I’ve never seen anything like this before. This is part of the reason every photographer and editor in tv should be working overtime at learning the art of editing.
Archives for May 2006
Heard tonight from a friend who talked to a photographer from WMC, that the Raycom station is about to start using the vj model to gather and report the news.
Now I don’t know how true this is and if I’m wrong, someone please let me know. If it is true, congratulations! I personally like vj stories (of course, I am a vj) but I would like it even if I were a regular viewer.
If this is true, there will be lots of rumblings and disgruntled folks, not just at AN5 but across the street too. (If they’re gonna do it, we’ll probably do it too). Read a few message boards and you’ll see plenty of criticism for using smaller cameras and one-man vj crews to gather the news.
But what many people in the business don’t understand about the vj concept, is it’s much easier than it sounds. I’ve talked to several reporters recently who work in traditional news who are getting burned out fast. They turn 1, sometimes 2 different packages each day. They also do live shots, sometimes at noon, 4, 4:30, 5, and 6. They produce vo/sots from their packages, find new ways to tell the same story for different newscasts and then have to stop and re-write the story for the web and upload the information before they’re done for the day.
VJs, turn 3-4 stories a week. Period. I maintain a blog but we have someone else to put the video on the internet. Since we have such a large number of crews in the field every day, rarely do we re-cut packages as a vo/sot. We also don’t do multiple liveshots for the same story. I’ve never been asked to turn two stories on two different subjects for the same day.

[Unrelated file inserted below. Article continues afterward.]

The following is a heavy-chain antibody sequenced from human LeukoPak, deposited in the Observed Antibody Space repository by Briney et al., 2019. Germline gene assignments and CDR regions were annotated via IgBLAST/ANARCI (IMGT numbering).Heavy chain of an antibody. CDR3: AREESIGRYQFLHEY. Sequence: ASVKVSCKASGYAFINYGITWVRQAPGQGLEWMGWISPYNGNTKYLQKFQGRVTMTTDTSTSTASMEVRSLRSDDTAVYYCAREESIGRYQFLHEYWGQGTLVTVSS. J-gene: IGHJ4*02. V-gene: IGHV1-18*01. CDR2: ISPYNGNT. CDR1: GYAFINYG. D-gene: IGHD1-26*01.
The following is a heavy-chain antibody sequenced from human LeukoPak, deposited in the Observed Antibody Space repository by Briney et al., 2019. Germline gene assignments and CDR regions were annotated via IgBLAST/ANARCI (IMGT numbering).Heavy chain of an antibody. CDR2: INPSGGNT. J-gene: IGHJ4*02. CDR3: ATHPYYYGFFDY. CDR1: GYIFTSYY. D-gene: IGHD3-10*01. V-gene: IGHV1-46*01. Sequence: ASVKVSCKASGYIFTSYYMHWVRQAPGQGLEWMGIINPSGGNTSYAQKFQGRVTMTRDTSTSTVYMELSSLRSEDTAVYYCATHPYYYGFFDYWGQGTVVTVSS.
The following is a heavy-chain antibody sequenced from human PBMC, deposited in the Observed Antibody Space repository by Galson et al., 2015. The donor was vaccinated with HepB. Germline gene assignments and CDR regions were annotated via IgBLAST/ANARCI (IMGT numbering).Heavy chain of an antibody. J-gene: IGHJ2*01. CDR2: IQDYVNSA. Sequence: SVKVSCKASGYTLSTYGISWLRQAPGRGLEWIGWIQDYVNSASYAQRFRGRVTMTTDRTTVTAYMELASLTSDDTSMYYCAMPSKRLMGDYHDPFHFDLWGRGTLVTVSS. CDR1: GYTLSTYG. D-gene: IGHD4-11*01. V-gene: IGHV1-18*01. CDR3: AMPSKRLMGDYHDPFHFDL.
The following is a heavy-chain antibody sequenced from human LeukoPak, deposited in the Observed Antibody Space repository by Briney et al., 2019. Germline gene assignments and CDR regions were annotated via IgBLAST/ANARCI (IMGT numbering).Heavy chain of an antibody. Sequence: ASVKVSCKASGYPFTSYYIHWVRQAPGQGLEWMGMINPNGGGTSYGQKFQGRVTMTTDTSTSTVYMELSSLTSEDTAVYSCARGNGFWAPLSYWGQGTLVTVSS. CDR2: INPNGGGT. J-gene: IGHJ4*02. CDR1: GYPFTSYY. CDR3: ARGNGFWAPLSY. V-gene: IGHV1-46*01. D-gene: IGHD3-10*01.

So criticize away, if that’s what you like to do. Personally, I prefer this new way to gather and report the news. And if WMC is making the move to the vj, I look forward to seeing it.
I love lists. Back in the 70s and 80s when those Book of Lists covering just about any topic or group you can think of came out, I had a stack of them. I’m kind of like the John Cusack character in “High Fidelity”, when he makes a top 3 or top 5 list of his old girlfriends, most painful breakups, best songs for summer, best dance songs, and top 5 first tracks on an album.
So I was especially interested in Bravo’s 100 Funniest Films that debuted over the weekend and is airing constantly now. I’m a bit surprised at where some of the funny films have hit their chart. “Annie Hall” was #28 or so, “Monty Python’s Search for the Holy Grail” was way up in the 30s or lower 40s. When The American Film Institute ranked the funniest films about 6 years ago “Annie Hall” was in the top-5. “Some Like it Hot” was number 1.
So far I haven’t seen any films on Bravo’s list older than the mid-70s. Guess they’re trying to appeal to a younger crowd.
Since I’m a big fan of comedies and especially romantic comedies, I’ve got my own top 10 list. Here’s mine, let me know yours.
9: Animal House
8: Holy Grail
7: The Jerk
5: Dumb and Dumber
3: When Harry Met Sally (favorite movie of all time)
2: Annie Hall
1: Planes, Trains and Automobiles
So many others deserve to be here too: “Meet the Parents”, “The Nutty Professor” (Eddie Murphy’s version) “Some Like it Hot”, “Meatballs”, “This is Spinal Tap”, “Wayne’s World”, “Annie Hall”, “The Sure Thing”, “High Fidelity”, “Serendipity”, “Best in Show”, “Parenthood”, “Ferris Bueller’s Day Off” to name just a few.
But “Planes, Trains and Automobiles” is the one movie I laughed the hardest watching.
My little girl, Delaney turns 7 years old in a couple of weeks. Since we’ll be homeless then, living in a hotel, we decided to throw her a party before the move so she could celebrate with her friends.
She and her friends are big fans of Disney’s “High School Musical” so that was the theme. We shot a video last night and handed out DVDs as part of the girl’s party packs. This is mainly for Nana and Grammie, but I hope you like it too.